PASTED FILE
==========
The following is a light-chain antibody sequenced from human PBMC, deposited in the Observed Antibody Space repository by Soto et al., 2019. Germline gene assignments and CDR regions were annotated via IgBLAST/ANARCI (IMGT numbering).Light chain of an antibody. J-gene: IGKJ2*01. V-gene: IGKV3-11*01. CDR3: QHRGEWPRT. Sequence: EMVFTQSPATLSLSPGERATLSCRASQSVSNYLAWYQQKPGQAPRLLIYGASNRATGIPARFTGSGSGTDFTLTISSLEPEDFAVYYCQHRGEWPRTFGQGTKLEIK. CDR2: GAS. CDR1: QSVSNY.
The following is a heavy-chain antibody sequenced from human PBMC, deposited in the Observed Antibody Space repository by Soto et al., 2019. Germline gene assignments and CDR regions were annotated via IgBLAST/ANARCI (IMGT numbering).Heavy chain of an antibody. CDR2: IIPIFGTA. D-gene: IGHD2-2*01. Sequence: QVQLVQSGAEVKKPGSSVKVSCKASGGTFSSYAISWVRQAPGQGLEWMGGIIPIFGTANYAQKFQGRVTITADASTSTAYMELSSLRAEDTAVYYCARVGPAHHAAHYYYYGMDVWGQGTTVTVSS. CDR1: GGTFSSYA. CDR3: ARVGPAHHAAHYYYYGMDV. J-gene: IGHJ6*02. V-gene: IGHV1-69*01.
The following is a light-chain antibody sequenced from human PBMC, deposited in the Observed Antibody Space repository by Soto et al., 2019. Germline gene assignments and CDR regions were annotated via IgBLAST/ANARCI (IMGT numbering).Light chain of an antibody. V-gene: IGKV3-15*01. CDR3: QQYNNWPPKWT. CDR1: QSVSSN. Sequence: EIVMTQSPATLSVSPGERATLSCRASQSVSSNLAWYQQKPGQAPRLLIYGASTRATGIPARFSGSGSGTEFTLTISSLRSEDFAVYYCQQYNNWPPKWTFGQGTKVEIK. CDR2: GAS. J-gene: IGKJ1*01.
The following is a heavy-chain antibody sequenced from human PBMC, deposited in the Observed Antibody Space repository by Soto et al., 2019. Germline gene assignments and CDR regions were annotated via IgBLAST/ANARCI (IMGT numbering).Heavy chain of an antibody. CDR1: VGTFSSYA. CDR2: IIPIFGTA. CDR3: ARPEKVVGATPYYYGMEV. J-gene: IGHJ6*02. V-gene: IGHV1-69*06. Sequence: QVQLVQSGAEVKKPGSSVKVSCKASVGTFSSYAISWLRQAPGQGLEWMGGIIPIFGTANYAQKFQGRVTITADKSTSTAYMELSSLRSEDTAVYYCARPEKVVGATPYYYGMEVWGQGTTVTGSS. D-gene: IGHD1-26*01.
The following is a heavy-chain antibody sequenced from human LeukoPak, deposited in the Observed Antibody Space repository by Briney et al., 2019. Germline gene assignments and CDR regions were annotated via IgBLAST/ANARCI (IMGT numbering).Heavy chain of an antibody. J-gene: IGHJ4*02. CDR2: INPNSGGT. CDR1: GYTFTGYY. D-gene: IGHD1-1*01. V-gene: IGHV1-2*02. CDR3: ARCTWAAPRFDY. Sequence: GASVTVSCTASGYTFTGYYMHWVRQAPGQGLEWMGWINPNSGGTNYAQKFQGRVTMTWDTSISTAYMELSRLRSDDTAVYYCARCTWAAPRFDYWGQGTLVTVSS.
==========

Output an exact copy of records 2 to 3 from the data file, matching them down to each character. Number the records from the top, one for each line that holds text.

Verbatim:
The following is a heavy-chain antibody sequenced from human PBMC, deposited in the Observed Antibody Space repository by Soto et al., 2019. Germline gene assignments and CDR regions were annotated via IgBLAST/ANARCI (IMGT numbering).Heavy chain of an antibody. CDR2: IIPIFGTA. D-gene: IGHD2-2*01. Sequence: QVQLVQSGAEVKKPGSSVKVSCKASGGTFSSYAISWVRQAPGQGLEWMGGIIPIFGTANYAQKFQGRVTITADASTSTAYMELSSLRAEDTAVYYCARVGPAHHAAHYYYYGMDVWGQGTTVTVSS. CDR1: GGTFSSYA. CDR3: ARVGPAHHAAHYYYYGMDV. J-gene: IGHJ6*02. V-gene: IGHV1-69*01.
The following is a light-chain antibody sequenced from human PBMC, deposited in the Observed Antibody Space repository by Soto et al., 2019. Germline gene assignments and CDR regions were annotated via IgBLAST/ANARCI (IMGT numbering).Light chain of an antibody. V-gene: IGKV3-15*01. CDR3: QQYNNWPPKWT. CDR1: QSVSSN. Sequence: EIVMTQSPATLSVSPGERATLSCRASQSVSSNLAWYQQKPGQAPRLLIYGASTRATGIPARFSGSGSGTEFTLTISSLRSEDFAVYYCQQYNNWPPKWTFGQGTKVEIK. CDR2: GAS. J-gene: IGKJ1*01.